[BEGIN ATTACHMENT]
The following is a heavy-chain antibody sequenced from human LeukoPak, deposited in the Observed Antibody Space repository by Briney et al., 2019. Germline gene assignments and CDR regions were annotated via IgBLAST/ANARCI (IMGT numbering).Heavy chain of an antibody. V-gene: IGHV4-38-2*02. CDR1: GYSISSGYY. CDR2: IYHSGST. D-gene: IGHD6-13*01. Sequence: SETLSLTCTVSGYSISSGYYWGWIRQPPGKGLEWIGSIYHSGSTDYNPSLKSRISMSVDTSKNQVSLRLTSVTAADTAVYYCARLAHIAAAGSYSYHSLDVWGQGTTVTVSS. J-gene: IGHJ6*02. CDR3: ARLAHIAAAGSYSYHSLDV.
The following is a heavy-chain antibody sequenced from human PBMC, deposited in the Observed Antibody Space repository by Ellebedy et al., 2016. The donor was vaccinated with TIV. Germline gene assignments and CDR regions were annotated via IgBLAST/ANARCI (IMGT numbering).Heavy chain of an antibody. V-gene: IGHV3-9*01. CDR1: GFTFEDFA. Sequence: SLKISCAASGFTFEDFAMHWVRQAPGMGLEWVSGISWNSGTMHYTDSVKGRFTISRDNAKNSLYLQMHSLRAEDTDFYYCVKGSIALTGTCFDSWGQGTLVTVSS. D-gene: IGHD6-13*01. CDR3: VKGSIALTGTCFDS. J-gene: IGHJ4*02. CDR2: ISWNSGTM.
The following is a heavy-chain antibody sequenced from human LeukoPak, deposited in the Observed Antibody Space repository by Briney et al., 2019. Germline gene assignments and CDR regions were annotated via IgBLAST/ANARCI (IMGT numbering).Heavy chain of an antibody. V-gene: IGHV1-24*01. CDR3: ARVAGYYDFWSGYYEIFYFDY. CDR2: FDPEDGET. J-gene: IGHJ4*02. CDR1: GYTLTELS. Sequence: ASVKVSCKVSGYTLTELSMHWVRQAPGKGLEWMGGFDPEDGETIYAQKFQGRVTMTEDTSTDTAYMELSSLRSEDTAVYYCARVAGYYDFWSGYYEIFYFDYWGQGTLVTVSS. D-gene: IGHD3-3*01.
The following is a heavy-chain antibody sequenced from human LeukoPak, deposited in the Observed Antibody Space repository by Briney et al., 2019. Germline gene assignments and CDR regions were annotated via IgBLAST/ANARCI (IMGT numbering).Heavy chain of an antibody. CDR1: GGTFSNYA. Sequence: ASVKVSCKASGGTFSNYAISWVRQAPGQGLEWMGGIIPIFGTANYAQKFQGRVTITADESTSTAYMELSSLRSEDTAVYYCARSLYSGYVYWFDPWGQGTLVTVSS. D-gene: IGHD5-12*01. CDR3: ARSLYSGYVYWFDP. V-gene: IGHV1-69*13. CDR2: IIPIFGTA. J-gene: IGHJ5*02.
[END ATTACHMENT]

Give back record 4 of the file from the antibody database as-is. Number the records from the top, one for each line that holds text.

The following is a heavy-chain antibody sequenced from human LeukoPak, deposited in the Observed Antibody Space repository by Briney et al., 2019. Germline gene assignments and CDR regions were annotated via IgBLAST/ANARCI (IMGT numbering).Heavy chain of an antibody. CDR1: GGTFSNYA. Sequence: ASVKVSCKASGGTFSNYAISWVRQAPGQGLEWMGGIIPIFGTANYAQKFQGRVTITADESTSTAYMELSSLRSEDTAVYYCARSLYSGYVYWFDPWGQGTLVTVSS. D-gene: IGHD5-12*01. CDR3: ARSLYSGYVYWFDP. V-gene: IGHV1-69*13. CDR2: IIPIFGTA. J-gene: IGHJ5*02.